Published on November 9, 2023, 12:45 am
The Food and Drug Administration (FDA) has granted approval for Eli Lilly’s popular diabetes drug to be used for weight loss management. This opens up new possibilities for patients seeking additional options in their weight loss journey and could lead to a more widespread use of the drug. The formal FDA approval means that tirzepatide can now be covered by most insurance plans, making it more affordable and accessible to millions of patients. This development is expected to contribute to the growing demand for weight loss drugs like Wegovy and Ozempic.
In 2017 and 2021, Novo Nordisk’s Ozempic and Wegovy, respectively, were approved by the FDA for diabetes and obesity treatment. These drugs use semaglutide as the active ingredient. However, until now, Wegovy has been the only approved drug on the market specifically targeting obesity. Tirzepatide was previously approved under the name Mounjaro for the treatment of type 2 diabetes. It will now be marketed as Zepbound for chronic weight management in adults who are overweight or have obesity along with at least one weight-related condition.
Zepbound is administered through a weekly injection and works by activating two naturally produced hormones in the body to reduce appetite and food intake. While it has already been prescribed off-label for weight loss in patients with obesity, coverage by insurance companies has been limited. The approval from the FDA will change this situation.
Obesity and being overweight are serious health conditions that are associated with leading causes of death such as heart disease, stroke, and diabetes. According to John Sharretts, director of the FDA’s Division of Diabetes, Lipid Disorders, and Obesity, “Today’s approval addresses an unmet medical need” given the increasing rates of obesity and overweight in the United States.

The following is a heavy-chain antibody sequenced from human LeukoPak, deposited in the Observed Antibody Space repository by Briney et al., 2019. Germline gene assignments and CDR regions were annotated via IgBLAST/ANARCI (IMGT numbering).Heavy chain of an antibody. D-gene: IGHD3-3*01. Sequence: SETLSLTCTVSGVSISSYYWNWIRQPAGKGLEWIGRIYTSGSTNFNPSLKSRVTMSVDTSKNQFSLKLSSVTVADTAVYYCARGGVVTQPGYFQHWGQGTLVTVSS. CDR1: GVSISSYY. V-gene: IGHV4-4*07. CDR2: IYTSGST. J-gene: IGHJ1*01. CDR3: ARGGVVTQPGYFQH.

Zepbound is expected to be available in the U.S. by the end of this year in six different doses. The list price for a month’s supply is $1,059.87, making it a direct competitor to Wegovy, which costs approximately $1,300 per month. However, it’s important to note that the list price may not reflect the actual out-of-pocket cost to patients. Eli Lilly has plans to implement a commercial savings card program to help reduce costs.
Apart from cost, weight loss drugs also face challenges in terms of accessibility. Private insurers have been reluctant to cover drugs like Wegovy and Ozempic due to their perception as lifestyle or cosmetic medications rather than essential treatments. While Ozempic is primarily approved for diabetes treatment, it is sometimes prescribed off-label as an anti-obesity drug. Additionally, Medicare is prohibited by federal law from covering weight loss drugs.
Mike Mason, Executive Vice President and President of Lilly Diabetes and Obesity, acknowledged that there are still many hurdles preventing individuals with obesity from accessing appropriate treatments for significant weight loss. He stressed the importance of expanding access to these medicines and expressed Lilly’s commitment to working with healthcare providers, government agencies, and industry partners to ensure that individuals who could benefit from Zepbound can access it.
In a large clinical trial involving patients without diabetes, tirzepatide demonstrated promising results. When combined with a reduced-calorie diet and increased physical activity, patients lost an average of 18% of their body weight compared to those on a placebo.
According to the FDA, about 70% of American adults are either overweight or have obesity. Losing 5%-10% of body weight through diet and exercise has been shown to reduce the risk of cardiovascular disease in individuals with obesity or who are overweight.
Overall, this FDA approval for Eli Lilly’s tirzepatide marks an important milestone in the field of weight loss management. With its potential for wider use and improved affordability through insurance coverage, more individuals struggling with weight-related conditions may have access to effective treatments. However, broader efforts are still needed to address the barriers preventing people with obesity from accessing these medications and achieving significant weight loss.